- Profits will suffer if interest rates rise faster than BPY can raise rents
- The “dividends” paid by BPY.UN are not like the dividends paid by other stocks on our list. These distributions are mostly a combination of capital gains and foreign dividends (click HERE for the details). If you hold BPY in a non-registered account, be aware of the tax implications and remember that a T5013 will need to be filed.
It’s probably clear by now that I am apprehensive about Brookfield Property Partners L.P. as an investment. The company is young, the dividend history short, and the degree of leverage makes me uncomfortable. But, as I said from the start, I am no stock analyst and I would be happy to hear from others who may have come to different conclusions.
In the meantime, here is our Beating the TSX portfolio for February:
This Post Has 25 Comments
Greetings! I’m a bit confused. First you say you’re apprehensive about this stock (with good reason), but then you include it in your updated BTSX list, bumping EMA. Now, I know what I’m going to do, but I’m unclear on what the BTSX methodology would advise us to do at this point. Should a religious adherent to the methodology sell EMA and buy BPY-UN.TO today? I am under the impression that, barring any dividend cuts, the list of stocks is reconstituted only once annually, on January 1st. If true, I think it muddles things a bit to show BPY-UN.TO in the current BTSX list.
I hear you, Bjorn, and I struggled with this. BPY is on the list for the same reason the other stocks are: it meets the BTSX criteria. This is not a list of my favourite stocks, it is a list based on a method. I don’t have the ability to choose stocks with a 30 year average return over 12%, but the BTSX method does. As I see it, a big part of my role is to safeguard the integrity of the BTSX system and not let my opinions drive the portfolio. But this does not mean I have to buy every single stock. BTSX is useful to all of us as a starting point, but no method should be followed blindly; it is important to feel comfortable with our investments.
I hope these monthly BTSX updates are useful and that publishing my analysis of certain questionable stocks is, in balance, more helpful than confusing. If not, I’d be happy to hear it – wading through corporate announcements and financial statements isn’t much fun!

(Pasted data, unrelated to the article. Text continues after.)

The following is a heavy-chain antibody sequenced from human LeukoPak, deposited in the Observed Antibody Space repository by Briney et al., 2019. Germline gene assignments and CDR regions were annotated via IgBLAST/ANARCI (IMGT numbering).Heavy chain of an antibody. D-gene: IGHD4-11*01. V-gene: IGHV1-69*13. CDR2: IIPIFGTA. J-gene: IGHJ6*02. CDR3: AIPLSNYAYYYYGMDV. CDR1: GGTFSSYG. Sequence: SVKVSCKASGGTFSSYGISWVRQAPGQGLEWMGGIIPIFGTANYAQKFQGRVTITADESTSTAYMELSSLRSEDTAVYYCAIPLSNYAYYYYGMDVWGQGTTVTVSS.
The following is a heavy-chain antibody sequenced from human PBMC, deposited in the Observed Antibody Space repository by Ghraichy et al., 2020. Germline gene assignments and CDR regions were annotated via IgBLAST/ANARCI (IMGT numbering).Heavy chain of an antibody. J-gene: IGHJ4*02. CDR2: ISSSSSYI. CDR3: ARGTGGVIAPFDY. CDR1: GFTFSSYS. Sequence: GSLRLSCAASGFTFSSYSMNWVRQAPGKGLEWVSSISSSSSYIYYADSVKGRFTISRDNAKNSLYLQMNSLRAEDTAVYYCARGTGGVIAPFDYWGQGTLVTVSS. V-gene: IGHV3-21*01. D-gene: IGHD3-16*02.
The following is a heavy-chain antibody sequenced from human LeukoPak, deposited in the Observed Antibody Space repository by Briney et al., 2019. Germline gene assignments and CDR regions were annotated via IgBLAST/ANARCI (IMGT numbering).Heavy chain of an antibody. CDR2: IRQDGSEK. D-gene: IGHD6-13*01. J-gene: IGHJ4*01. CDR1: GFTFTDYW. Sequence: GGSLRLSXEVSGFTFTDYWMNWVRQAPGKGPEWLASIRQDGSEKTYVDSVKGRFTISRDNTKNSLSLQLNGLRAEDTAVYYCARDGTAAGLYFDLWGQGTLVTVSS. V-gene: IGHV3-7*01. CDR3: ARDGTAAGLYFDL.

I agree. See my separate comments below.
Thanks for the input. I appreciate all the work that goes into this website.
Good information in this post!
I bought $50K of BPY.UN over 2 weeks in January 2020 because 1) I wanted some real estate exposure in my portfolio 2) the price was right @ $23.60 or so 3) everything else was expensive 4) it pays 7% dividends and at 60 I’m retired and living off the dividends of my investments.
It may not be perfect but nothing is.
Sounds like you are invested for the right reasons and, most importantly, as part of a planned strategy. “Nothing is perfect” and the imperfections are usually baked into the price. I sincerely hope it turns out to be a winner for you.
I have been following and investing using the Beat the TSX portfolio for many years. Although investing in stocks is more risky than other conventional investments, I have always felt that Beat the TSX is reasonably safe. However, when you introduce stocks such has Interpipeline and Brookfield Property in the portfolio, you increase your risk substantially. There is a reason why these two stocks pay a higher yield, namely 7.76% and 7.01%, it is because the risk is higher. Personally I prefer the conventional method of investing in Beat the TSX. I do however like to hear different point of views. Thank you for the excellent work.
I also agree with this. I asked same question and requested that we maintain two version of BTSX…one with old rules and one with current rules and compare it few years to convince that new strategy does work.
Great idea. If anyone would like to do this work, I’d be happy to link to it or post it on this blog.
I would be happy to do it but will need some knowledge and help.
I also like to hear different points of view, so thanks for yours, Roger.
Does high yield always mean high risk? Historically, stocks with top quartile dividend yields have underperformed those with yields in the middle two quartiles – but not by much. The worst dividend investments are those who cut their dividends – of course we can’t identify those ahead of time, but we can look at the fundamentals and make an educated guess. So, there is reason to be cautious of stocks with very high yields, but mostly due to the risk of a cut. BPY is not safe enough for me; IPL is.
I don’t believe BPY.UN belongs in BTSX. This company is just a proxy for its US counterpart where most of its real estate is held. Furthermore, it does not pay a dividend, but rather a distribution made up of interest, foreign income, ROC and some dividends. Though the distribution is close to 7%, its growth rate is low and the stock price is in a slow long term downtrend. Simply compare BPY to any number of Canadian REIT alternatives (GRT, CAR, etc.) and you’ll see better & safer choices. Plenty of ‘talking heads’ and some analysts claim the stock price is undervalued, and perhaps it is, but I’m a bit skeptical. Despite all of the above, I do own a small position of BPY in an RSP account, representing 6.5% of my overall REIT holdings.